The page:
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David Mulroney was Canada’s ambassador to China from 2009 to 2012.

After more than a week of protests by outraged fans, the National Basketball Association seems to be emerging from its China crisis.

It all began with a tweet from Houston Rockets general manager Daryl Morey expressing support for Hong Kong’s pro-democracy protesters. The NBA was in damage-control mode within hours. Mr. Morey recanted; handmade signs supporting the protests and China’s oppressed Uyghurs were quietly hustled out of U.S. arenas; stars such as James Harden and Lebron James made China-friendly statements.

For his part, league commissioner Adam Silver conducted the kind of penitential walk back that is now familiar to western chief executives in China – delivering reassuring public statements about respecting differences.

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Protesters rally in support of Houston Rockets general manager Daryl Morey in Hong Kong on Oct. 15, 2019.ANTHONY WALLACE/AFP/Getty Images

Staying ahead of the nationalistic mob is important. Video-game developer Blizzard recently moved with lightning speed to disqualify and suspend an e-sports gamer who, in an interview, blurted out, ”Liberate Hong Kong, revolution of our times” – the rallying cry of Hong Kong’s pro-democracy protesters.

For Beijing, economic power is the key to greater global influence. Hollywood studios now understand that the price of admission into China’s theatres is the injection of pro-China plot lines into their films. Struggling western media companies partner with China’s state-controlled press, obligingly circulating Chinese content. And airlines such as Air Canada, looking to access China’s vast tourism market, have been pressed to inaccurately list Taiwan’s capital, Taipei, as just another Chinese city.

The fires of nationalism are stoked and carefully controlled by the Chinese government, which uses the ensuing protests to put pressure on foreign companies to conform with Beijing’s policies, effectively exporting China’s repression to the west.

China uses economic blackmail on countries as well as on corporations. Blocking imports of Canadian canola is, for example, an important element in Beijing’s efforts to pressure Canada to release Huawei chief financial officer Meng Wanzhou, who currently faces extradition to the United States.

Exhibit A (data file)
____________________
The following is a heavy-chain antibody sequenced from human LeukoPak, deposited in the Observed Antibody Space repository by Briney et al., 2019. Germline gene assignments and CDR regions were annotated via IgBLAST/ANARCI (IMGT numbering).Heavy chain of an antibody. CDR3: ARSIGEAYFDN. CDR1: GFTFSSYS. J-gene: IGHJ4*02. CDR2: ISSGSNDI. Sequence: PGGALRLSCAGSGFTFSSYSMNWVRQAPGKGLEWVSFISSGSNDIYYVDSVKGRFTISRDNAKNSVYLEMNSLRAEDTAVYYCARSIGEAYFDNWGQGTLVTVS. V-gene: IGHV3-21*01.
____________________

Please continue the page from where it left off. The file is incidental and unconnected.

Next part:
Of course, such interventions risk causing collateral damage at home in China. Chinese fans are rabid for NBA-level basketball, and Canadian canola sells in China because it’s better than the local alternative. But China’s tough-minded brand of state capitalism allows it to override local consumer demand – at least, usually long enough to obtain concessions from jittery foreign corporations and from governments far more sensitive to the political cost of market disruption.

This is leading to increasing interest in what some in the U.S. are calling “decoupling” – that is, replacing our across-the-board engagement with an idealized vision of China, and instead approaching the communist state as a formidable rising power that’s as much a competitor as it is a customer. Proponents of decoupling argue that focusing exclusively on deepening economic ties with China is backfiring precisely because Beijing so effectively weaponizes trade, turning market access into a dangerous dependency.

But we’re not hearing much talk about decoupling here in Canada. Even after a year of brutal treatment by Beijing, the government seems wedded to the same comprehensive engagement strategy that corporations such as the NBA stubbornly embrace. We’ve even dispatched senior people to Beijing on what seem, bizarrely, like apology tours. In their visits to China, federal Small Business Minister Mary Ng and Canadian senator and Canada-China Legislative Association co-chair Joseph Day sounded an awful lot like Mr. Silver as they meekly offered Chinese audiences bromides about not letting small differences disrupt our fundamental friendship.

We do need to manage our messaging while Canadians Michael Kovrig and Michael Spavor continue to languish in Chinese detention. But that doesn’t oblige us to say things that are foolish or untrue, or to put off serious thinking about a smart decoupling from a China that is, from abundant evidence, far from friendly. This isn’t about abandoning the relationship – it’s about ending a failed, anything-goes approach to engagement.

Fortunately, at least one western institution has resisted the impulse to kowtow. Last week, the satirical cartoon series South Park skewered the Chinese government’s blackmail tactics and its censorship threats. Beijing went on to ban viewing and even discussing of the show. Its creators responded with a mock apology: "Like the NBA, we welcome the Chinese censors into our homes and into our hearts,” the statement reads. “... Long live the great Communist Party of China. May the autumn’s sorghum harvest be bountiful. We good now, China?”

Maybe Ottawa’s China experts need to watch a little less basketball and a little more South Park.

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